Madi Beavers is a student at the University of Texas at Austin studying art education, with plans to become a teaching artist in the future. Their art focus is on illustration and graphic design, but they've recently discovered a passion for sculpting gross and mythical objects. Being nonbinary heavily influences their work, and promoting gender education in art and education is a big focus for them. On their sculpture being exhibited at Through Friction: "This piece is a discussion about my love for the macabre and my own body. My body, and identity, are made up of a multitude of aspects. I’m proud of my gender identity, of my existence outside gender, social and cultural norms. I see the macabre possibilities of the human body as beautiful, unique, something to be explored and cherished, much in same way as my own identity. So many times I’ve been faced with people and environments where I’m regarded as an ‘other’, something to stereotyped, fetishized, scrutinized and shunned. To be myself is not to hide, but to defy and proudly stand out, to show what others might see as gross or uncomfortable. This piece is an assertion of my existence and identity, a countering method to those who question me, as well as a celebration of myself and passions."
Arielle Austin was originally born and raised in Southern California. She studied graphic design at California State University Northridge, then worked as a designer in Los Angeles before moving to Austin for a change of pace. Austin works primarily with paint, non-traditional materials and dried flowers. From layered oil paintings, vibrant abstraction and repurposed blooms, Austin believes the viewer can find a part of themselves in each piece. A note from Austin, regarding the pieces exhibiting at Through Friction: "My work explores the intimate relationship between subject and viewer with layers, texture and details. While experimenting with this process, I compel the viewer to take a closer look, to become intimate with the art, resembling our very own human nature and desire. To be fully seen and known. The desire that makes known the unspoken, observes the corners, wonders of technique, yearns to touch textures, dissect its layers."
Sasha Fishman is an Austin-based artist, originally from Baltimore, Maryland, who practices in sculpture, transmedia, and photography. She is in her final year at The University of Texas at Austin earning a BFA in Studio Art and hopes to extend her practice in California. She spends the majority of her time painting, sanding, and mixing resin (all of which she loves), and she will drop everything and anything for miniature, transparent, squishy—or for a Cronenberg film. A note from Fishman, regarding the pieces exhibiting at Through Friction: "I recently created a large-form, organic/artificial bodily sculpture (named Norman) embedded with a projector, which projects onto a wall. Its excessive and grotesque components ejects an extraterrestrial aura, while its autonomous undulating limbs simulate that of a human. This paradox places the sculpture between our world and the unknown. I am currently working on a new bodily sculpture (name TBD) that will form a symbiotic relationship with this one. It will act as a partner that will receive the video transmission from the previously described creature. These bodies question logic of the biological, the physical, the digital and the body. What personal relationships develop between our body and a foreign body? What makes an object feel organic and alive or artificial and distant? What happens between the physical and the digital?"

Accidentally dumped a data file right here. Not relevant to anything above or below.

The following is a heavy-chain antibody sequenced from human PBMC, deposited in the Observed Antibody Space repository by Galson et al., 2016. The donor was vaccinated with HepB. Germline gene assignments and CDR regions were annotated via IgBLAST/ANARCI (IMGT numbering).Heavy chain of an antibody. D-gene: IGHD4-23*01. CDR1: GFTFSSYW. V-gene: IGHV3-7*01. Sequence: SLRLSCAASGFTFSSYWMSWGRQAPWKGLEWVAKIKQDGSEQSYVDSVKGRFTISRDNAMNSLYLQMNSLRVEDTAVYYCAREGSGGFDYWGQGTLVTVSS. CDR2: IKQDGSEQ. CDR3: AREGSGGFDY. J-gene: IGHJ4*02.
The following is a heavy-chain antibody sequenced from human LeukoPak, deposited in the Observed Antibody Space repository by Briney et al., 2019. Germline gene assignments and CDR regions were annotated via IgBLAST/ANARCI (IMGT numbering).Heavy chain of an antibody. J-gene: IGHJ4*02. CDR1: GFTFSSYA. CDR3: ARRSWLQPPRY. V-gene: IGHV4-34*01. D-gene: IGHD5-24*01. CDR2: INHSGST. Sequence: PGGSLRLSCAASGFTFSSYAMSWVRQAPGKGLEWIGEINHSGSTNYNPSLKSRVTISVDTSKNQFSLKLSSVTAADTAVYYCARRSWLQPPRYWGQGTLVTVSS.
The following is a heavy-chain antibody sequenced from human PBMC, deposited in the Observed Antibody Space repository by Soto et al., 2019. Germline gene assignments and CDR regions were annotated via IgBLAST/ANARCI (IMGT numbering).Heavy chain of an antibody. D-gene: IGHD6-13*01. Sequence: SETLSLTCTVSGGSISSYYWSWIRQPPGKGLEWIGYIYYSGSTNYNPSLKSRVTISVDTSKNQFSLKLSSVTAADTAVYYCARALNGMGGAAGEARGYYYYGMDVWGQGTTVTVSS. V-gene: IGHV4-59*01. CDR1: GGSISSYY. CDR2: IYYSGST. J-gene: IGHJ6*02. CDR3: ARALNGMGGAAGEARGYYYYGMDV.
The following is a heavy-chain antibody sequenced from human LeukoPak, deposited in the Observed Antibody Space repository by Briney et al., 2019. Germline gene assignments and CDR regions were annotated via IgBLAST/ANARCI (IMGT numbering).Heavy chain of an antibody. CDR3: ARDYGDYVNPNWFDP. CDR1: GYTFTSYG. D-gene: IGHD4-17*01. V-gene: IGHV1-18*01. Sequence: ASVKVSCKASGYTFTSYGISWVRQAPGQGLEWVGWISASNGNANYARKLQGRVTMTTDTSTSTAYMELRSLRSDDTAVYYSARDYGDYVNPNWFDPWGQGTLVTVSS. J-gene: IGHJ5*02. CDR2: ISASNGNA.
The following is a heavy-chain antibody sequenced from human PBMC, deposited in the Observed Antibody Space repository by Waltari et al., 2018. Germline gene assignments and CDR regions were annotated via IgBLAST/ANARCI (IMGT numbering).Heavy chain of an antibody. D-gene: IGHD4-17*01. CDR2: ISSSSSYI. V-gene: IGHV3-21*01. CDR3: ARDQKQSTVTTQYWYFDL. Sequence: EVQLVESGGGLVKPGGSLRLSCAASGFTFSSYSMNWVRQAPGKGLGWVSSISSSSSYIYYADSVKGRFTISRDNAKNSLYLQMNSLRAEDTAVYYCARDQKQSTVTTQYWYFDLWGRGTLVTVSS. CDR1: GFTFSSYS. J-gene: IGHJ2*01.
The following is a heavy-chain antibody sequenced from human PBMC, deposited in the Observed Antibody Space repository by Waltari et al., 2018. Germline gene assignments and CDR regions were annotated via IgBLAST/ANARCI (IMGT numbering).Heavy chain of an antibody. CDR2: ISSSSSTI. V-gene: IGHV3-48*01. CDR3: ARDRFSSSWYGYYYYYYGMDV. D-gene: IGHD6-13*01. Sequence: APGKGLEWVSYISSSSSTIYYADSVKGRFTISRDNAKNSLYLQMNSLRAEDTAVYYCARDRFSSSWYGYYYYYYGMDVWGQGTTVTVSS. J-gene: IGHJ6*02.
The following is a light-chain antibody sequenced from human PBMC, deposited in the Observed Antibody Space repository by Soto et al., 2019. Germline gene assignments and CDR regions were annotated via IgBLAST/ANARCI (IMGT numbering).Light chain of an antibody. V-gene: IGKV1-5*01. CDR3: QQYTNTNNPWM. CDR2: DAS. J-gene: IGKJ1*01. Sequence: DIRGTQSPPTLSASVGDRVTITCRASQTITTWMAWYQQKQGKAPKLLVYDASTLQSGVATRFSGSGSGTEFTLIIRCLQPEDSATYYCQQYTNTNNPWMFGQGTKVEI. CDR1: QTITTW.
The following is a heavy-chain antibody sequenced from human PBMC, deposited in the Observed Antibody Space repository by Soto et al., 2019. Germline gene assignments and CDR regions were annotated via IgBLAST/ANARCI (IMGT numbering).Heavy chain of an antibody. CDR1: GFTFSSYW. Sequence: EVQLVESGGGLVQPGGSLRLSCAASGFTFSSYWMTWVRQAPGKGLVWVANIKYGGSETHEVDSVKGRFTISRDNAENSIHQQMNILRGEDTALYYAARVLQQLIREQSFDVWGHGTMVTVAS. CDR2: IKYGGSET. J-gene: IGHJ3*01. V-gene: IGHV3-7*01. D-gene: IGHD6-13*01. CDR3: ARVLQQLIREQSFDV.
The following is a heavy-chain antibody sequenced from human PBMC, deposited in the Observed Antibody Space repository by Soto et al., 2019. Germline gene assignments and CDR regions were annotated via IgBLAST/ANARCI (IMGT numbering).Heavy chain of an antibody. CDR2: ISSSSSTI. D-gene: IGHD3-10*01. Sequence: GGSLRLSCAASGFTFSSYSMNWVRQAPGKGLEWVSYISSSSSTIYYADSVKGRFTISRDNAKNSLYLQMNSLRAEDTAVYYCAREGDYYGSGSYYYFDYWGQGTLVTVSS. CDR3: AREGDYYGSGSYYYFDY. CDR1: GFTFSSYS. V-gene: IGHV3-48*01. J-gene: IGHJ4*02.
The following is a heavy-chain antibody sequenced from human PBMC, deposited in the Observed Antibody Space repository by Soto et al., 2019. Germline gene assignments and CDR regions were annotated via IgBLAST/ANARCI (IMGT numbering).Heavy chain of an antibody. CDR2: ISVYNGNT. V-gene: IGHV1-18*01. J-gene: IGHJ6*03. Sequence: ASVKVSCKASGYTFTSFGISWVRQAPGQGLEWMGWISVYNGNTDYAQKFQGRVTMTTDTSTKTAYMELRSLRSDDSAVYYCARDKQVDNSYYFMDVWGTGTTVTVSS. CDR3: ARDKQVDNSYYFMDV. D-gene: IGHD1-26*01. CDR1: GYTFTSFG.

Event is free and open to the public. RSVP for updates and pre-event info on all of our exhibiting artists.
MEET THE PRODUCERS, PARTNERS AND VENUE:
About #bossbabesATX, the producer: Through our programming, we hope to foster community, conversation and commerce around women in creative industry and the arts and women-owned businesses. Our productions center on personal and professional development, activism, the arts, entrepreneurialism, and community infrastructure. We believe intersectionality, informed decision-making, sharing professional resources and actively advocating for women's rights and the rights of marginalized peoples are inherently valuable and beneficial. Learn more about our programming and mission at bossbabes.org/why. *Our events prioritize the voices of self-identifying women and non-binary folks. We are not gender-discriminant; all are welcome to attend.
About Mindzai Creative's Art + Vinyl Gallery, the venue: For this exhibition, #bossbabesATX has partnered with MINDZAI CREATIVE, a design studio, print shop, and art gallery with studios in Atlanta, GA and Austin, Texas. MINDZAI CREATIVE was built on originality, creativity and a passion for visual arts. By focusing on core design values that are classically timeless and a variety of print solutions, MINDZAI has positioned itself to be a reliable source for all their clients design and print needs. They will be hosting Through Friction at their Art & Vinyl Retail Store + Art Gallery.